If you want to think of 4-part story structure as a roadmap, even a blueprint, that’s precisely what it is.

Already there are writers who, hearing words like roapmap and blueprint, make the leap to words like formulaic and generic.  But are mysteries generic?  Romance novels?  Thrillers?  They all follow a rigid basic story structure, and they all remain at the front of the bookstore decade after decade.

Four-part story structure is both ancient and universal. 

In screenwriting it’s called a 3-act paradigm, but when you break it down it begins to look almost exactly like the more universal 4-part model upon which it is based, and which applies to novels with equal validity.  Virtually every successful novel you read and every commerical  movie you see (art films get to invent their own structure; do so with your novels and screenplays at your own peril) are built on this trusted and proven structural foundation.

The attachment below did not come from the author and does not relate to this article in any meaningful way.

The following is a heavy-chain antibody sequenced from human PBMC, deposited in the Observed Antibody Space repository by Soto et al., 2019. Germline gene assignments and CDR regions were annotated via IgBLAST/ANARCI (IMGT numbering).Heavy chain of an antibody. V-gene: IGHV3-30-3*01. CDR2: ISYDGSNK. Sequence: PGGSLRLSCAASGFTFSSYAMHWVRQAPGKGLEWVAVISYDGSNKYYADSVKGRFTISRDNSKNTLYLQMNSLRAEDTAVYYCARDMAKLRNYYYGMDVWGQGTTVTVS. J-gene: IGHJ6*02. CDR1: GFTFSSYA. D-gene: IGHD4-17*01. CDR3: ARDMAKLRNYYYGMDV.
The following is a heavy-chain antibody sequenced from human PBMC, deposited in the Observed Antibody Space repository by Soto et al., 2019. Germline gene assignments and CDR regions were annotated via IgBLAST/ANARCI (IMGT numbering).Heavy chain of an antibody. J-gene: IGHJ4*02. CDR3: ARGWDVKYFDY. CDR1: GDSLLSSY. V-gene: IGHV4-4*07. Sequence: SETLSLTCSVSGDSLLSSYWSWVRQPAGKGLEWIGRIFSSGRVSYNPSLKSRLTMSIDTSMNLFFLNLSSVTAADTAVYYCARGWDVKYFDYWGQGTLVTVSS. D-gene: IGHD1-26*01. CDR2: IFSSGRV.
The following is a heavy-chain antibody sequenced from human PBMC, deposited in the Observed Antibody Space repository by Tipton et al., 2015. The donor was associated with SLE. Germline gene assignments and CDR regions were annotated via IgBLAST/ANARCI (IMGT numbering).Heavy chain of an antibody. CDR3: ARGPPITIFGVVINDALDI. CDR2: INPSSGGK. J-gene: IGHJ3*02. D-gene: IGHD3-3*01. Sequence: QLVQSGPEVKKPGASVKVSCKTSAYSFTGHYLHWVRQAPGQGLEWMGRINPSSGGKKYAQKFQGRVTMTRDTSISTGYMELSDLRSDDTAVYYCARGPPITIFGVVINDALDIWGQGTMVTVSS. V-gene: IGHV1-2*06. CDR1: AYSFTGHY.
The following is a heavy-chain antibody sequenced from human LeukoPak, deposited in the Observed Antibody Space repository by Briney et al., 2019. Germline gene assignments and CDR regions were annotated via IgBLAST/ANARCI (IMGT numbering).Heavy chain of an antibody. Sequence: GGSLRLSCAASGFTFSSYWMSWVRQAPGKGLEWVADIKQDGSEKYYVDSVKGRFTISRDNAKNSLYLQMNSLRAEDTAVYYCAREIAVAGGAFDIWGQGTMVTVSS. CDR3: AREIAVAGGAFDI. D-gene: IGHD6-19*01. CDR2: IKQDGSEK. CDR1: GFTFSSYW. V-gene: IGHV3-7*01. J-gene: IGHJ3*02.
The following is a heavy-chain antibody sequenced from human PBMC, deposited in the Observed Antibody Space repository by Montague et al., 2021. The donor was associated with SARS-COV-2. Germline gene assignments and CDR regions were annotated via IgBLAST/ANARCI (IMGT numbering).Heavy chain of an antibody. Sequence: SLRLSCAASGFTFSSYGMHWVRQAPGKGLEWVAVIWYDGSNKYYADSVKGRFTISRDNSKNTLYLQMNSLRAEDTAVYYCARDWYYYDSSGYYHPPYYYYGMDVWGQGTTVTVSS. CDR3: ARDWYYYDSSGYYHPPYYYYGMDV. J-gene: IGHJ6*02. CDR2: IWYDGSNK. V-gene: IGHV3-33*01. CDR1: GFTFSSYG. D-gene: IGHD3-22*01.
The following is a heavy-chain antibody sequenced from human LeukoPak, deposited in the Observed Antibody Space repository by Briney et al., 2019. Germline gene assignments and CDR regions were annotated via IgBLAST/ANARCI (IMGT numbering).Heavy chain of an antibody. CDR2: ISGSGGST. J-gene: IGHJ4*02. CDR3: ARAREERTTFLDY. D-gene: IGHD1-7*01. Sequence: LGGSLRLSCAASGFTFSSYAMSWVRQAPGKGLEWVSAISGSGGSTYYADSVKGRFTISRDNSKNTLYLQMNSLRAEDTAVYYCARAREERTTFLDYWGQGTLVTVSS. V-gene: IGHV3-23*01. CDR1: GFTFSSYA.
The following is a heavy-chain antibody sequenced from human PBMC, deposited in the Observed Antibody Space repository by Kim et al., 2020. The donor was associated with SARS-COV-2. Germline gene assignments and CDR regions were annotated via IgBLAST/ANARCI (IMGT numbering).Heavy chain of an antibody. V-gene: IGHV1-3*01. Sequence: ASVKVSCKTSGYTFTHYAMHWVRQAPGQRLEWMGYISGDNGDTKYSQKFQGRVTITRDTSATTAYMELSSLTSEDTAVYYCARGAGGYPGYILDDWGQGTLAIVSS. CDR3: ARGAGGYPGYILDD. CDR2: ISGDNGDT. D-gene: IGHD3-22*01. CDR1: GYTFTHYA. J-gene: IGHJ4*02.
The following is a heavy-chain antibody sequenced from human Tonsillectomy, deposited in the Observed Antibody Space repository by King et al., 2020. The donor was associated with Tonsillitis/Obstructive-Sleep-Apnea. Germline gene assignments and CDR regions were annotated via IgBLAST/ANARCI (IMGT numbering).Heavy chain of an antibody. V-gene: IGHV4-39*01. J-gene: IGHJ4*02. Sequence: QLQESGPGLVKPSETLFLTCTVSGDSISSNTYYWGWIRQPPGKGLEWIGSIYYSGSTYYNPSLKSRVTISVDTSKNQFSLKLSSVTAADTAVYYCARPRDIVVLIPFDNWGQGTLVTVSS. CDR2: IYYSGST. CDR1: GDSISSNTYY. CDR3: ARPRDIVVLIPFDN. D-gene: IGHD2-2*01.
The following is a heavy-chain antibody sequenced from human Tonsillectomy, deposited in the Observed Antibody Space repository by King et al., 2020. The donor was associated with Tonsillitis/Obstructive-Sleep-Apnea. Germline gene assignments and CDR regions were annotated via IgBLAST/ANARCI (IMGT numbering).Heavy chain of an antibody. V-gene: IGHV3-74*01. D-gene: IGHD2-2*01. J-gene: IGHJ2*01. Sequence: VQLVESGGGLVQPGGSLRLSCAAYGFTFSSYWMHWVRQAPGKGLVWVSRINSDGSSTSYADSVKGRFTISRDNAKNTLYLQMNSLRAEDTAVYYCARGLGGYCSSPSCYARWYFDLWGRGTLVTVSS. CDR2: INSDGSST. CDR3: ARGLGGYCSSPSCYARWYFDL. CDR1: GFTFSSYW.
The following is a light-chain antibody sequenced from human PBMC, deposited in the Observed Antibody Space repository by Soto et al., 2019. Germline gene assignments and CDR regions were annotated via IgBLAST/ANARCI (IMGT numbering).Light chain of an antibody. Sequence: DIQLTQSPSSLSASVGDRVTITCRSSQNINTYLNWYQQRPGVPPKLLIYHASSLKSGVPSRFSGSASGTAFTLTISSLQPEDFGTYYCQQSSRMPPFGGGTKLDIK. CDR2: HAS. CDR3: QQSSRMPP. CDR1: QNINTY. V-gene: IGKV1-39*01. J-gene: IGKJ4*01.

Story structure is to novels and screenplays what wings are to airplanes. 

What mathmatics are to software.  What the human reproductive system is to childbirth… and when you consider that no two human beings come out of the womb exactly alike, even twins, you see the metaphoric wonder of it begin to blossom.  Formulaic… I don’t think so.

It’s just the way it is.  If you want to sell what you write, then you need to understand it and use the principles of basic story structure in your work.

Tomorrow’s post: #1: Introducing and Defining the Four Parts of Your Story.

If you haven’t subscribed to Storyfix.com, I encourage you to do so now.  The posts will be delivered daily to your inbox so you can experience each installment in this series without missing a beat.

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Filed under Six Core Competencies, Story Structure Series